The nation’s exports of passive components — including resistors, capacitors and inductors — grew by a double-digit percentage for the second straight year last year to reach US$2.58 billion, the highest since 2003, the Ministry of Economic Affairs said on Friday last week.
Overseas sales of Taiwan’s passive components were still lower than those from Japan, which rose 11 percent year-on-year to US$7.02 billion last year, but were higher than South Korea’s US$1.87 billion, which grew 25.9 percent from a year earlier, the ministry said.
“Japan remains the world’s top exporter of passive components, as it has the upper hand when it comes to the supply of raw materials and equipment needed to produce such electronic components,” the ministry said in a statement on its Web site.
In the past few years, leading Japanese manufacturers have continued to develop advanced technologies and shifted their focus to high-end products, it said.
Passive components are the basic building blocks of electronic circuits. They are used in a wide range of electronic devices, such as computers, mobile phones, servers, automotive electronics, and communications and networking products.
Due to the global economic slowdown in 2012, which negatively affected end-market demand and caused a supply-demand imbalance, Taiwan’s exports of passive components contracted by 5.7 percent annually that year and registered four consecutive years of negative growth through 2015.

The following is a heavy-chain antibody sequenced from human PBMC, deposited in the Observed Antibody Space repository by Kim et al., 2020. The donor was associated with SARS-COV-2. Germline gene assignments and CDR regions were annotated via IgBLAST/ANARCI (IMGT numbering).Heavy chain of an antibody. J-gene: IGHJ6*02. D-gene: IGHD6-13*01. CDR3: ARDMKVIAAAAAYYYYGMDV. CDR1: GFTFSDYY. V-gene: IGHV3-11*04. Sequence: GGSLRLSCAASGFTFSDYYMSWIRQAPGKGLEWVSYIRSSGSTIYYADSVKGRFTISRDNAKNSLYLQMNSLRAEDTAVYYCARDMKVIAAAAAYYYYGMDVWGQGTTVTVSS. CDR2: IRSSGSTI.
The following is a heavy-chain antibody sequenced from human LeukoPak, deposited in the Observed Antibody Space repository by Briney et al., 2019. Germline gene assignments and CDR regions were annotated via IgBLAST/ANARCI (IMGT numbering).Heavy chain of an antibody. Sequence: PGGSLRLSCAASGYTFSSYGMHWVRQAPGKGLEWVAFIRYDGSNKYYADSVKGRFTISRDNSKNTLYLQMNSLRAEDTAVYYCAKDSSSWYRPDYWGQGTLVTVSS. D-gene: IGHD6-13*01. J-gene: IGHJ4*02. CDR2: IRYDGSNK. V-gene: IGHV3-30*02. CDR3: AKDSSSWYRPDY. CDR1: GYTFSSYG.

However, growing demand for passive components as mobile devices became increasingly sophisticated and a wider adoption of semiconductors in automotive electronics resulted in Taiwanese exports recording an annual increase of 29.7 percent in 2016.
Last year, exports of passive components rose 13.1 percent year-on-year, with capacitors accounting for 57.9 percent of the total shipments, resistors contributing 23.6 percent and inductors making up 18.5 percent, the ministry said.
The export growth showed no sign of a slowdown in the first five months of this year, with outbound shipments expanding 27.2 percent from the same period last year, it said.
China, including Hong Kong, continued to be the largest destination for Taiwanese exports, accounting for 79.2 percent of overall outbound shipments, while exports to the US accounted for 4.3 percent and shipments to Germany made up 3.3 percent, it said.
In China, Japanese imports held the largest market share of 41.1 percent last year, followed by Taiwanese goods at 11.9 percent and imports from the Philippines at 8.2 percent, the ministry said.
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